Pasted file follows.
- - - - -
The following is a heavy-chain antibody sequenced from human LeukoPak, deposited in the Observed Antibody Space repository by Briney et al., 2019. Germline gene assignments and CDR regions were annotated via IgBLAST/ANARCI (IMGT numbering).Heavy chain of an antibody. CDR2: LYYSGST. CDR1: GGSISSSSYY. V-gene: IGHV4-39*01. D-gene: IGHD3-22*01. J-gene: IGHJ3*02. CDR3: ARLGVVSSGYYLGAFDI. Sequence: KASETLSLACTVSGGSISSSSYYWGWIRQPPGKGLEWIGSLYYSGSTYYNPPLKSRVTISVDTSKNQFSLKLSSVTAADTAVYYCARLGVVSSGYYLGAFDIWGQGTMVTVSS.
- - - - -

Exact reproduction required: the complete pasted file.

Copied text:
The following is a heavy-chain antibody sequenced from human LeukoPak, deposited in the Observed Antibody Space repository by Briney et al., 2019. Germline gene assignments and CDR regions were annotated via IgBLAST/ANARCI (IMGT numbering).Heavy chain of an antibody. CDR2: LYYSGST. CDR1: GGSISSSSYY. V-gene: IGHV4-39*01. D-gene: IGHD3-22*01. J-gene: IGHJ3*02. CDR3: ARLGVVSSGYYLGAFDI. Sequence: KASETLSLACTVSGGSISSSSYYWGWIRQPPGKGLEWIGSLYYSGSTYYNPPLKSRVTISVDTSKNQFSLKLSSVTAADTAVYYCARLGVVSSGYYLGAFDIWGQGTMVTVSS.